What do all languages have in common, and what gives each language its individuality? These typological questions are fundamental to linguistic theory. This collection comprises original contributions from leading scholars of the major schools of contemporary typological research, from the Prague School to the Generative Grammar tradition. Each contributor presents the theoretical foundations and practical achievements of his or her approach to language typology; the whole provides a unique overview of a field characterized by its diversity.
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Masayoshi Shibatani is Professor of Linguistics at Kobe University, and co-editor of the journal Pragmatics. He is author of The Languages of Japan (1990) and editor of several collections of typological interest including Grammatical Constructions (1996), Passive and Voice (1988), and The Grammar of Causative Constructions (1976). Theodora Bynon is Professor of Historical Linguistics (now part-time) at the University of London. She is the author of Historical Linguistics (1977) and of numerous papers on topics in historical linguistics, the history of linguistics, and typology.Review:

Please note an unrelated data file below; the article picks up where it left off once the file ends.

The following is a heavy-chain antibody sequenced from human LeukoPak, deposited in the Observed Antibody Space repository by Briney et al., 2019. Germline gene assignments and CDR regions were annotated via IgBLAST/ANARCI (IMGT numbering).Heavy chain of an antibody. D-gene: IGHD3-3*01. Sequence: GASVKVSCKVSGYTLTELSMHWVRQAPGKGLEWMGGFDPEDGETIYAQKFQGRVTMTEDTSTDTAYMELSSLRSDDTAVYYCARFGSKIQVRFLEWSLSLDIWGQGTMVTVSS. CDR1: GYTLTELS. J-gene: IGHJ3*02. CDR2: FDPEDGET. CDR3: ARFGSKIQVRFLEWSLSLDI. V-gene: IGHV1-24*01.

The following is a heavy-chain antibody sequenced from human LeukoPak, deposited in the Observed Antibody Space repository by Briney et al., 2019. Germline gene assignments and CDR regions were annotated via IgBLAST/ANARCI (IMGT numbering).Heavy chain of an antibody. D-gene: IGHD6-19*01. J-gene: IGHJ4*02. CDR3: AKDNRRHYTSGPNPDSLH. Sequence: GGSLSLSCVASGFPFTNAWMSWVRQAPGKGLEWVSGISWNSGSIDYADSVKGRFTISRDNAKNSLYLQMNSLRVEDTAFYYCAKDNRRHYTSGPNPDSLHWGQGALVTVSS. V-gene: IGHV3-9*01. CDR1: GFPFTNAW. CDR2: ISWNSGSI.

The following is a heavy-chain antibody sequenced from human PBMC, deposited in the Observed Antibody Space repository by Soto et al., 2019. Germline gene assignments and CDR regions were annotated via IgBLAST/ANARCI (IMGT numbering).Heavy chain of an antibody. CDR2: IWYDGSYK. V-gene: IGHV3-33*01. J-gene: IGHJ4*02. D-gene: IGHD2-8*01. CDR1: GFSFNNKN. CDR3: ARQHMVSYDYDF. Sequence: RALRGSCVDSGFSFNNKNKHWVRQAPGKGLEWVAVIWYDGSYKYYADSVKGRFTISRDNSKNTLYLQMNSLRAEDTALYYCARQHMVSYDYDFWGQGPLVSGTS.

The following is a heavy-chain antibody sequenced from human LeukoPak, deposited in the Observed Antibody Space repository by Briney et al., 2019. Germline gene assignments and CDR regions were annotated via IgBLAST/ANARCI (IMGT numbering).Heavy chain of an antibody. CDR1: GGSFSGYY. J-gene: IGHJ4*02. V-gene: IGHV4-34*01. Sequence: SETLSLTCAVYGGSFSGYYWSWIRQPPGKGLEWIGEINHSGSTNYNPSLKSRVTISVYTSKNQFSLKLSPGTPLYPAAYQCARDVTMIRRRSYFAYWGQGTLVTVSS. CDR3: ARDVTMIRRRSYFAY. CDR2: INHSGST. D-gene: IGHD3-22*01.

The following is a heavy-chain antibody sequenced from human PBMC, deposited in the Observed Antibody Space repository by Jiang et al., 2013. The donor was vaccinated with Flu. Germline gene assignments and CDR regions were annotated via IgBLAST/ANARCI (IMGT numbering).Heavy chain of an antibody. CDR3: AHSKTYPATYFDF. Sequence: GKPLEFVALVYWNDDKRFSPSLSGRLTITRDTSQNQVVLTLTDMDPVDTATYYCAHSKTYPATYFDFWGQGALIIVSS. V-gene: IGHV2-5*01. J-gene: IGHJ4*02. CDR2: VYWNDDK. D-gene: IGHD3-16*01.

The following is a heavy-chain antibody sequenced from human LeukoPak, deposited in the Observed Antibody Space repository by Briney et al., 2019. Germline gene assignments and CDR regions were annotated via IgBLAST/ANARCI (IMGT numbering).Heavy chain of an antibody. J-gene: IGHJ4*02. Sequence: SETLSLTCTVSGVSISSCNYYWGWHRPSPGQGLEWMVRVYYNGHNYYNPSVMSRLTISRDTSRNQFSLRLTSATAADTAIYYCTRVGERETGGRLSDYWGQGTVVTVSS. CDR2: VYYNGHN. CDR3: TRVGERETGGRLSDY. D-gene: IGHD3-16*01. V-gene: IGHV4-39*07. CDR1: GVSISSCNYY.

`This volume is essential reading for anyone who wishes to gain a comprehensive view of what language typology is all about ... This volume is designed to provide the reader with a representative and reasonably comprehensive view of this extensive and variegated field so that readers can see
for themselves what distinguishes the various approaches, as well as grasp what unifies them ... this volume should be found on the bookshelf of all serious students of typology. Not only do the papers themselves address substantive issues and make generally significant contributions to this domain,
the reference section found at the end of each paper potentially open a whole world to the interested.'
Eugene Casad, Notes on Linguistics 2.4 (1999)
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